“We have a lot of fashion, watches, jewelry, and shopping-related information because this is their No. 1 priority,” Jansen says. “According to New York City statistics, Chinese rank shopping first as opposed to food or concerts or other types of activities. We know we need to satisfy their interest in this aspect. I am fully aware of where their tastes stand, but I think the Chinese taste is evolving very, very fast. We have to convey the same message to our advertisers so they don’t have a fixed idea of what the Chinese want, because it’s a work in progress.”

October 26 2010


The extreme niche strategy: how PA2010 built an audience around one state and one election cycle

There’s niche and then there’s niche. Firmly in the latter camp falls PA2010.com, the 18-month-old site that, as the URL suggests, focuses just on Pennsylvania politics and just on a dozen 2010-cycle races. But even with a niche that narrow — and a web address seemingly destined for obsolescence on Jan. 1 — the site was successful enough for founder Dan Hirschhorn to find a buyer, the Pennsylvania firm Media Bureau. Hirschhorn’s off to Politico, where he’s now an assistant editor.

I spoke with Hirschhorn recently about the site and its sale. Why focus an entire site around just this cycle’s U.S. Senate races, a handful of House races, and the gubernatorial race? “We were covering only 12 races in Pennsylvania, but we were covering those races better than anyone in the country was,” he said. “That’s the value that PA2010 was bringing to its audience — an authoritative voice on a narrow subject area.”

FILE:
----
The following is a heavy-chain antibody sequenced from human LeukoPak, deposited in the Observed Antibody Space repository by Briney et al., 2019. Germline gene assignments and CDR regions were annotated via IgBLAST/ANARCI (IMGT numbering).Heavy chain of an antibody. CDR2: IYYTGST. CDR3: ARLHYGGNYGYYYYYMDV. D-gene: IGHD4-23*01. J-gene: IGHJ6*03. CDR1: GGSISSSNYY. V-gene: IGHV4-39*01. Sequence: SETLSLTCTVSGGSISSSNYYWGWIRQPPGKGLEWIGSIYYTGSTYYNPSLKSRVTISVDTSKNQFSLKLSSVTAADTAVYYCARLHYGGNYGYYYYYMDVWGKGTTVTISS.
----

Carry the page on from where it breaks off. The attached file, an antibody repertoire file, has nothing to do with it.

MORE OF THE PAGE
Hirschhorn anchored the site, filing daily, straightforward reports. A handful of contributors and four regular stringers filed posts from around the state. One section of the site runs political press releases; a daily newsletter offers readers a roundup of relevant politics news. The site solicited content from the campaigns, including clips from radio and TV spots.

PA2010 attracts about 30,000 to 40,000 unique visitors monthly, the new owner, Benjamin Barnett, told me. Though relatively small, it’s the kind of readership that appeals to advertisers: influential, wealthy, and largely based in a geographic region. The site was already profitable when Barnett bought it, he said.

Hirschhorn, who graduated from college in 2007, decided to launch PA2010 shortly after his former employer, Observer Media Group, shuttered PolitickerPA in January 2009. PolitickerPA was part of a network of sites that were supposed to grow to 50 across the country. Owner Josh Kushner’s plan deflated when the financial crisis hit. (Only PolitickerNJ still publishes.)

Hirschhorn decided to keep covering races interesting to a big enough group of die-hards to support a site. Just ten days after launch he had proof of concept: After serving in political office as a Republican for 44 years, Sen. Arlen Specter announced he was switching parties. “That’s the kind of news event the site was built for,” Hirschhorn said. “Really, from that moment it was a thrilling roller coaster ride that never stopped.”

I asked the site’s new owner, Barnett, why he’d buy a site branded around 2010 just a few weeks before Election Day. “It was a no-brainer,” he said, explaining that the site’s loyal audience was paramount. “It’s as much about harnessing the energy that’s out there as anything,” he said. Barnett’s purchase of the site wasn’t out of the blue: His media firm had been running PA2010’s social media strategy from a few months after its original launch.

Barnett plans to rebrand the site for 2012 soon after the 2010 cycle ends. He laughed when I asked about the political “homestretch,” saying he’s actually in launch mode: The 2012 cycle starts the morning after election day. (In case you’re wondering, yes, he’s already bought PA2012.com.) Barnett is considering broadening the scope of PA2010 into more local races, but ultimately hopes to target the same politically savvy audience.

“In our opinion, we harnessed this great energy out there,” Barnett said. “Who’s to say there’d be reason for it to stop?”